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Final environmental review for Line 67 pipeline released

Enbridge's push to carry an additional 390,000 barrels of oil per day between Canada and the Superior terminal on its Line 67 pipeline came one step closer with the release of the final supplemental environmental impact statement Friday.

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Enbridge’s push to carry an additional 390,000 barrels of oil per day between Canada and the Superior terminal on its Line 67 pipeline came one step closer with the release of the final supplemental environmental impact statement Friday.

The U.S. Secretary of State, former oil executive Rex Tillerson, will use the document to determine if the move is in the national interest and whether Enbridge can increase the flow of oil across the Canadian border.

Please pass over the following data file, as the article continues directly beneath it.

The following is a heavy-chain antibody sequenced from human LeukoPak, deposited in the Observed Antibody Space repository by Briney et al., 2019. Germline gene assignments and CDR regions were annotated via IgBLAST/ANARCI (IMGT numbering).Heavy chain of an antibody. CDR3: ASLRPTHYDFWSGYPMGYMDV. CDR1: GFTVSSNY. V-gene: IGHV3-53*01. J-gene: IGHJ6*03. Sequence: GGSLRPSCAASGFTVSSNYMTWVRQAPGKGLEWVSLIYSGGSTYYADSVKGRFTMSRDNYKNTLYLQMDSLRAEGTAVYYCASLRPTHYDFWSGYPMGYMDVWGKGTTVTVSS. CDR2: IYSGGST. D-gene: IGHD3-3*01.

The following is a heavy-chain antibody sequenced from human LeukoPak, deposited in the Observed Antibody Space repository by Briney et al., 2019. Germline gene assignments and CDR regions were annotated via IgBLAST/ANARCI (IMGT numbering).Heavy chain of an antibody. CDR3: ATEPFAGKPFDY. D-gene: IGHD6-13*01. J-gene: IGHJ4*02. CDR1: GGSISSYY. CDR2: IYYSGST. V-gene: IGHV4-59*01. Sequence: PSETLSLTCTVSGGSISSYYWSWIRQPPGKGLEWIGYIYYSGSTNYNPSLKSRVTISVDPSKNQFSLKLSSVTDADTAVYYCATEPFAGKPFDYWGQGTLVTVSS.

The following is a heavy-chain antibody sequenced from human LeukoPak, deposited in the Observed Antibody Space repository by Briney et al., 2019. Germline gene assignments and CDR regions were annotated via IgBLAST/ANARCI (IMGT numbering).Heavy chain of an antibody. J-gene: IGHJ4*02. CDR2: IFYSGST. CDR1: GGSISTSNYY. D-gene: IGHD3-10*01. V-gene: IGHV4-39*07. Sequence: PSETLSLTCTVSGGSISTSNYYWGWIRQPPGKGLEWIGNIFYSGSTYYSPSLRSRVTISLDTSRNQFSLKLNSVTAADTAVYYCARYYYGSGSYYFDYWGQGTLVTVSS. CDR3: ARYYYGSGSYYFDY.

Also known as the Alberta Clipper pipeline, Line 67 was built to handle up to 890,000 barrels of heavy crude oil per day but was initially permitted to carry just 500,000 barrels per day over a three-mile stretch at an international border crossing near Neche, N.D. Storage capacity was added to the Superior terminal and pumping stations were upgraded in recent years in anticipation of the increased flow; no new pipe was or will be laid. The 1,000-mile pipeline first came online in 2010.

Environmental and tribal advocates have attempted to stop the expansion to prevent further use of tar sands oil and increased greenhouse gas emissions.

A decision on the pipeline’s presidential permit could come this year.

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The environmental review can be found at state.gov/e/enr/applicant/applicants/environmentalreview or at the Duluth, Superior and Cloquet public libraries.

 

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